Review: Growing With by Kara Powell & Steven Argue

Like many youth workers I know, I make it a point of reading anything that Kara Powell writes. She’s brilliant and so is the research that she and Steven Argue do at Fuller Youth Institute. It continues to shape the way I do ministry and for the past two years, I’ve been privileged to be a part of it by participating in FYI's Youth Ministry Innovation cohort.

For that reason, I was excited to read Growing With: Every Parent’s Guide to Helping Teenagers and Young Adults Thrive in their Faith, Family, and Future. It took me months to read this book… Not because it wasn’t good but because I found myself pondering each part of it – consistently wrestling with how to apply what I was reading to the ministry I lead.

In Growing With, Kara and Steve define growing with parenting as “a mutual journey of intentional growth for both ourselves and our children that trusts God to transform us all.” Throughout Growing With, Kara & Steve focus on parenting three different age groups:

Learners – Kids who are in late middle school through high school (ages 13-18) and are learning in a season marked by “rapid physical, emotional, relational, intellectual, and spiritual growth and change.”
Explorers: Young adults ages 18-23 who are venturing away from home for the first time and exploring career paths, their own interest, gifts, and talents, new ways of relating to their parents, and their beliefs.
Focusers: Young Adults ages 23-29 who are focused on their careers, relationships, and beliefs as they gain a clearer sense of who they are.

Using that framework, Kara and Steve spend the rest of Growing With exploring how parents can thrive in their relationship with their kids in each of these three stages. With that in mind, here are seven things I loved about Growing With: 

1. Growing With is based on in-depth research conducted by Kara, Steve, and their team. Yet, the book doesn’t stay academic. Like the mission of Fuller Youth Institute, it gets practical – offering parents (and youth workers!) concrete ways to flourish as they parent and minister to young adults.
2. Even though Kara and Steve are two of the smartest people I know, they write from a position of vulnerability. They share just as many (if not more) of their parenting fails as they do of their parenting wins.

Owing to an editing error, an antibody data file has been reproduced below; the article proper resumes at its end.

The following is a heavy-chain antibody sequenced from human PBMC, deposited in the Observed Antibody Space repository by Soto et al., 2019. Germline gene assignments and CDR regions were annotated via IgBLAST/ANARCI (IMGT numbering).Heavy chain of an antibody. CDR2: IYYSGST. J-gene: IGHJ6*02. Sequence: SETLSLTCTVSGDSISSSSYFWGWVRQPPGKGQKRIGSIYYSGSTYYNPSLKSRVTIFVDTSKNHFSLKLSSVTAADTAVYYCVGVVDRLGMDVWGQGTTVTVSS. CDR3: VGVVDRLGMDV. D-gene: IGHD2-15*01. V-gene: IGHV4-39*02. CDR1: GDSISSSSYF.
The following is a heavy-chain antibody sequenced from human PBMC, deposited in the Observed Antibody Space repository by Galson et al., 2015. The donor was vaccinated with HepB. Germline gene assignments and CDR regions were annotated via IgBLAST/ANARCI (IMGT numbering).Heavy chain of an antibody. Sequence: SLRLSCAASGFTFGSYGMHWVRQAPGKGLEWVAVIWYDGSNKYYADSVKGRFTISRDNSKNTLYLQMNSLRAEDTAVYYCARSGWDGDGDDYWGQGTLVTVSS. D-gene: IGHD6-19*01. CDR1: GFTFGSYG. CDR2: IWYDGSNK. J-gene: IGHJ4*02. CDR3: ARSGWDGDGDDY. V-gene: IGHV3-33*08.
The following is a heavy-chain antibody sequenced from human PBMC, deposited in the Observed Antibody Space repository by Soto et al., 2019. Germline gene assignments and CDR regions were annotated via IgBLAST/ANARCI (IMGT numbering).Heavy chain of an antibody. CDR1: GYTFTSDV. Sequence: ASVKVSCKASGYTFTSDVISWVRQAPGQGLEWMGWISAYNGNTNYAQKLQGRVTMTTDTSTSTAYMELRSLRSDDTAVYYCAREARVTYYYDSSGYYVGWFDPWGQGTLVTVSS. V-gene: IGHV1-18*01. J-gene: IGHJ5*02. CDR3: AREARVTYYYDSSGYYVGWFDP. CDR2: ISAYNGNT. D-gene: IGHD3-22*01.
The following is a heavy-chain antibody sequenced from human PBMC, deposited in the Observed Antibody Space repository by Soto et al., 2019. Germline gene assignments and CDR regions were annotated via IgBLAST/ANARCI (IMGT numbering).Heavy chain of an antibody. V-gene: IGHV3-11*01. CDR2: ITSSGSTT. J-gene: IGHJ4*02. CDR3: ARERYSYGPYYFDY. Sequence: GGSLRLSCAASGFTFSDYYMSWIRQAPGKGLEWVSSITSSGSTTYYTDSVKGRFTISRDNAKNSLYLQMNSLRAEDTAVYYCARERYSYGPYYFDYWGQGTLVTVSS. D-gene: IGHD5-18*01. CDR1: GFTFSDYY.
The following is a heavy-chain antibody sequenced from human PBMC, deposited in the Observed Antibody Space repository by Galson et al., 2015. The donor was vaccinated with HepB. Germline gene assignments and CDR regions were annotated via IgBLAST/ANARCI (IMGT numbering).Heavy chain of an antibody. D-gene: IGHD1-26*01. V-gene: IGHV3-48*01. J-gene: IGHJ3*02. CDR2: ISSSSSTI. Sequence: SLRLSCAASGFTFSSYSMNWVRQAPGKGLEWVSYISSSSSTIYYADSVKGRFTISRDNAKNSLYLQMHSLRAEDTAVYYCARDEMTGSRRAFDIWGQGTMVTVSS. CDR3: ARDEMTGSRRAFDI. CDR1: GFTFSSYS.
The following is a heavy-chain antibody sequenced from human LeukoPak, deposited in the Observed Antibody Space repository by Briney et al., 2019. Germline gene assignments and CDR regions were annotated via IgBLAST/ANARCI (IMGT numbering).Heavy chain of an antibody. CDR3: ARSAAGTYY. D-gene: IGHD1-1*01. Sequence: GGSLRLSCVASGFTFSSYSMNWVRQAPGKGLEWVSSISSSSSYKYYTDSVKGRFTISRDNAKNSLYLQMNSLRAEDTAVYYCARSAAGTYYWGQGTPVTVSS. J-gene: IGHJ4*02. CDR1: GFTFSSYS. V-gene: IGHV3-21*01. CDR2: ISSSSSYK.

3. Even though Growing With is about helping teenagers and young adults thrive in their faith, it’s still applicable to parents of young children. Although my girls are young, I will still be applying what I learned from this book to how I parent them not just in the future, but now.  
4. Kara and Steve understand that people can and should change and grow as they parent. I loved how they offered different suggestions for parenting learners, explorers, and focusers.
5. Growing With acknowledges and address cultural differences. Kara and Steve are the first to admit they wish their research included more people of color. Yet, they do a great job of readily acknowledging that what is true in the white church may not be true in other places. They also do a fantastic job of highlighting various learnings from people of color that they gained from their research.
6. Growing With addresses a gap in the youth ministry world. Churches say we need to focus on young adults but surprisingly little has been written about how to do so. Growing With helps fill that gap.
7. Even though Growing With is written for parents, its strategies will also strengthen churches and youth ministries.

Growing With is a book that I wholeheartedly recommend to youth workers and parents alike. It will help youth workers – especially those who do not have teenagers themselves – better empathize with and understand parents who do. What’s more, it will help youth workers more effectively minister to these parents. It will also help parents to strengthen their relationship with their teenage and young adult kids so that their families flourish.  


I was honored to receive a copy of Growing With from Baker Books and chose to review the book. All opinions are my own.

Jen Bradbury on Youth Ministry

Jen serves as the Minister of Youth and Family at Atonement Lutheran Church in Barrington, Illinois. A veteran youth worker, Jen holds an MA in Youth Ministry Leadership from Huntington University. Jen is the author of The Jesus Gap: What Teens Actually Believe about Jesus (The Youth Cartel), The Real Jesus (The Youth Cartel), Unleashing the Hidden Potential of Your Student Leaders (Abingdon), and A Mission That Matters (Abingdon). Her writing has also appeared in YouthWorker Journal, Immerse, and The Christian Century. Jen is also the Assistant Director of Arbor Research Group where she has led many national studies. When not doing ministry or research, she and her husband, Doug, and daughter, Hope, can be found traveling and enjoying life together.

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A Mission That Matters: How To Do Short-Term Missions Without Long-Term Harm

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Unleashing the Hidden Potential of your Student Leaders

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The Real Jesus

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What Teens Actually Believe About Jesus

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